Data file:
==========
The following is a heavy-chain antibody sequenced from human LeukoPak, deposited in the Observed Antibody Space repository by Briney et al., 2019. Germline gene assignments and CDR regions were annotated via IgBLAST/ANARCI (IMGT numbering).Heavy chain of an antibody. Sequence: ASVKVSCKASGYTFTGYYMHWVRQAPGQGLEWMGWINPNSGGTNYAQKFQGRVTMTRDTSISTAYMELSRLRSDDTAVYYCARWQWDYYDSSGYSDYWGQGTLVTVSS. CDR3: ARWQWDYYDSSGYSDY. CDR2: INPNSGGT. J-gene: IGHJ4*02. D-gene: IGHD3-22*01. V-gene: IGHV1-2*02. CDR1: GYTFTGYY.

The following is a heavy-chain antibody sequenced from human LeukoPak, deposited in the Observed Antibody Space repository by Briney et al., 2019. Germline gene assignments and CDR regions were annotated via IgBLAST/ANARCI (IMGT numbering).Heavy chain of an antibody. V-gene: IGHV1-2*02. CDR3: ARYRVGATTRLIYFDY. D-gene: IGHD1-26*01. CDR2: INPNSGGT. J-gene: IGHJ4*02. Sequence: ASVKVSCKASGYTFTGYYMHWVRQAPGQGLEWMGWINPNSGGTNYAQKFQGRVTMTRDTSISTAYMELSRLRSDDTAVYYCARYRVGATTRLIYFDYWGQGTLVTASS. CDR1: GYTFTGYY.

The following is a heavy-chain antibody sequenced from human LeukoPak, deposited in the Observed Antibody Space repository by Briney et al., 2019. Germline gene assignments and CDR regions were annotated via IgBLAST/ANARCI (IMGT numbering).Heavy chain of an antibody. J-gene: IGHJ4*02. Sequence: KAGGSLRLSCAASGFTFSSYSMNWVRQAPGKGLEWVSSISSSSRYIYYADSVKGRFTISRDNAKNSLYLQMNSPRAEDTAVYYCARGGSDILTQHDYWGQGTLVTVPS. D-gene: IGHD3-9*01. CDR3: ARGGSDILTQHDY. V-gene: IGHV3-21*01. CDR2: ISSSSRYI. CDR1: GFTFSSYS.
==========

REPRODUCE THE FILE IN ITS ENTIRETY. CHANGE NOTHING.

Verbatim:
The following is a heavy-chain antibody sequenced from human LeukoPak, deposited in the Observed Antibody Space repository by Briney et al., 2019. Germline gene assignments and CDR regions were annotated via IgBLAST/ANARCI (IMGT numbering).Heavy chain of an antibody. Sequence: ASVKVSCKASGYTFTGYYMHWVRQAPGQGLEWMGWINPNSGGTNYAQKFQGRVTMTRDTSISTAYMELSRLRSDDTAVYYCARWQWDYYDSSGYSDYWGQGTLVTVSS. CDR3: ARWQWDYYDSSGYSDY. CDR2: INPNSGGT. J-gene: IGHJ4*02. D-gene: IGHD3-22*01. V-gene: IGHV1-2*02. CDR1: GYTFTGYY.

The following is a heavy-chain antibody sequenced from human LeukoPak, deposited in the Observed Antibody Space repository by Briney et al., 2019. Germline gene assignments and CDR regions were annotated via IgBLAST/ANARCI (IMGT numbering).Heavy chain of an antibody. V-gene: IGHV1-2*02. CDR3: ARYRVGATTRLIYFDY. D-gene: IGHD1-26*01. CDR2: INPNSGGT. J-gene: IGHJ4*02. Sequence: ASVKVSCKASGYTFTGYYMHWVRQAPGQGLEWMGWINPNSGGTNYAQKFQGRVTMTRDTSISTAYMELSRLRSDDTAVYYCARYRVGATTRLIYFDYWGQGTLVTASS. CDR1: GYTFTGYY.

The following is a heavy-chain antibody sequenced from human LeukoPak, deposited in the Observed Antibody Space repository by Briney et al., 2019. Germline gene assignments and CDR regions were annotated via IgBLAST/ANARCI (IMGT numbering).Heavy chain of an antibody. J-gene: IGHJ4*02. Sequence: KAGGSLRLSCAASGFTFSSYSMNWVRQAPGKGLEWVSSISSSSRYIYYADSVKGRFTISRDNAKNSLYLQMNSPRAEDTAVYYCARGGSDILTQHDYWGQGTLVTVPS. D-gene: IGHD3-9*01. CDR3: ARGGSDILTQHDY. V-gene: IGHV3-21*01. CDR2: ISSSSRYI. CDR1: GFTFSSYS.